I loathe what I remember of the 90s: I was a young child back then, experimenting with differing styles and grappling with my sense of identity. Faced with the crucible of growth that was the 00s, I quickly developed a taste for a language that was boundary-pushing and screamed against the grain of conformity. That said, I am now able to dissect the vast and diverse influx of 90s nostalgia that we are faced with, and ask the question: Why should we give a f*** about the 90s?
We can’t escape the 90s. 90s-inspiried fashion dominates street style; the Marc Jacobs SS19 Resort Collection is a redux of his seminal 1993 Perry Ellis Collection. Contemporary chart music is laden with tracks pining for the decade – think Busted’s ‘Nineties,’ with a video shot by Rankin, or Charlie xCx and Troye Sivan’s ‘1999.’
“the 90s represents the most diverse era in recent fashion history, where the only point of having rules, was to break them.”
A Diverse Decade
But you’d be remiss to think that the 90s was solely Nirvana band tees and butterfly hairclips that many retailers love to bastardise in the name of a vintage throwback. In fact, the 90s represents the most diverse era in recent fashion history, where the only point of having rules, was to break them.
The decade, in all of its diversity, was both polarised and polarising. In the space of a few years, Paris, New York and Milan were intoxicated by excess, in love with an opulence that was seen on a Versace or Lacroix runway, and then discarded it all in the name of Helmut Lang’s minimalism, which was very much a rejection of decorative detail. Martin Margiela’s AW 1998 Ready-to-Wear Collection echoes this idea, with a pursuit of simplicity seen in its clean lines, luxury fabrics (such as cashmere and lambskin) and by capturing a tension between elegance and normalcy.
“There’s no denying that the decade was gripped by sex”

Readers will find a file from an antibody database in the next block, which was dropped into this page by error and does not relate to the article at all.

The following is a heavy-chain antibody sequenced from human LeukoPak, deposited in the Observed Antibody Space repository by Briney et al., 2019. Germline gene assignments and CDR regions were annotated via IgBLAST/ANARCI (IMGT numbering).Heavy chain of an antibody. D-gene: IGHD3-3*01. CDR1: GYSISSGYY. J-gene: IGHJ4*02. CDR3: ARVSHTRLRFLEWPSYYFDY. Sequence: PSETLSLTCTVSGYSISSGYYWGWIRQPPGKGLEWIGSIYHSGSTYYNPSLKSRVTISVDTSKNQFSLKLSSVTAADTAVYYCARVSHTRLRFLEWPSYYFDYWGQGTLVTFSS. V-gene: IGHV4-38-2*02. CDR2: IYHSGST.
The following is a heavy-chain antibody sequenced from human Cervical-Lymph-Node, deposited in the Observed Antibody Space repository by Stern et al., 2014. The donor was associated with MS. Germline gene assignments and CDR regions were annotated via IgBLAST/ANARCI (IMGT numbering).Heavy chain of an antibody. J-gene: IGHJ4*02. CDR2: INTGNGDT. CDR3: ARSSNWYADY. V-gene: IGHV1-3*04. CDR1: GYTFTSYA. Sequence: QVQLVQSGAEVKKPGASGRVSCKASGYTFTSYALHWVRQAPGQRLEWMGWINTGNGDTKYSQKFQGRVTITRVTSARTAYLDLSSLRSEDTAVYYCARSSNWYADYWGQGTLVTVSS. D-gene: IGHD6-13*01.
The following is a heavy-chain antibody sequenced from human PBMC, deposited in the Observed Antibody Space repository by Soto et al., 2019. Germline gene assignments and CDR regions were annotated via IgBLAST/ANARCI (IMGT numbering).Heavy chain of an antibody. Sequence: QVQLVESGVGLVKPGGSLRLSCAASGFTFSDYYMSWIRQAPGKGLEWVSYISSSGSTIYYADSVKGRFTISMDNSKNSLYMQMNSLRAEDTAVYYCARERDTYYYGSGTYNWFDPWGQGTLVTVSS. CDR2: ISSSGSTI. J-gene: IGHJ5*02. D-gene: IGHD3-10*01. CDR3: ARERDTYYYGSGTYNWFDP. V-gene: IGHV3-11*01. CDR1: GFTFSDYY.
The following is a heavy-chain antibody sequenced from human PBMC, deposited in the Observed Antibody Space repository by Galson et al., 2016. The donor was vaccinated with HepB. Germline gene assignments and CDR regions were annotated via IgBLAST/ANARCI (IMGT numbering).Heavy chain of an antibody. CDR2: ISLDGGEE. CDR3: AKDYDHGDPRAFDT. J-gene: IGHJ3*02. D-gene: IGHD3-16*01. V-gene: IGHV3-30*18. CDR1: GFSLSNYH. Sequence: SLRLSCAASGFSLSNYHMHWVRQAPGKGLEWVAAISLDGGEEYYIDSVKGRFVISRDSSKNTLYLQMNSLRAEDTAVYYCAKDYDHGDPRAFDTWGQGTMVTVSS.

A War on Herion Chic
Undeniably, one of the decade’s most contro- versial trends was that of ‘heroin chic,’ which brought with it a moral panic that prompted the White House to condemn the fashion industry and its open celebration of drug culture. We only need to recall the waifish figure of Kate Moss in a Calvin Klein ad to evoke this image.
Let’s Talk About Sex, Baby
90s fashion made other eras appear compara- tively puritan. There’s no denying that the decade was gripped by sex. But the 90’s sex obsession was more political than it was libidinous. In a period when the artistic industries were deci- mated by the AIDS crisis, sex and its deathly possibilities were made tangible. Jean Paul Gaultier eroticised the nude body in his naked body suits. He flirted with fetish in his French Cancan collection of 1992, where he presented his models in hound’s-tooth gimp suits. The decade was breast-obsessed, marking the dawn of the Wonderbra and the arresting image of Mugler’s metallic bras, which contrasted sensu- ality with a chilling discomfort. Who can deny that the faces of the decade were arousing sex symbols, lusted for, and illustrious – Claudia Schiffer, Laetitia Casta, Naomi Campbell.
“We were spirited to a fantastical realm, wherein designers were unafraid to make their couture cosmic.”
The fashion industry not only reached new heights, but also strived for what is beyond the stratosphere. We were spirited to a fantastical realm, wherein designers were unafraid to make their couture cosmic. Just picture Thierry Mugler’s snake women, walking down the runway like celestial sorceresses. Yves Saint Laurent took us to the harem when Kate Moss became an odalisque for his Opium campaign. Comme des Garçons slashed the gender binary with the fantastical androgyny of models that pre-empted the queer influ- ences in today’s fashion.
The 90s Impact Answered
90s fashion, in all of its variety, was characterised by a single question – what would a designer do next? There was a palpable anticipation. Today, we only wish to discover the next great enfant terrible, rather than see the highest echelon outdo their oeuvre. In an attempt to stay ahead of the ever-oscillating curve, the creators of the 90s demonstrated a total disregard for what was acceptable. Even today, with the surveillance of social media, collective tastes veer towards the temperate.
We should give a f*** about the 90s because the decade reminds us not to give a f***. It is by breaking rules that we change them for the better.
This article appeared in Issue 23
By Giorgio Grande
Montages by Luke Walwyn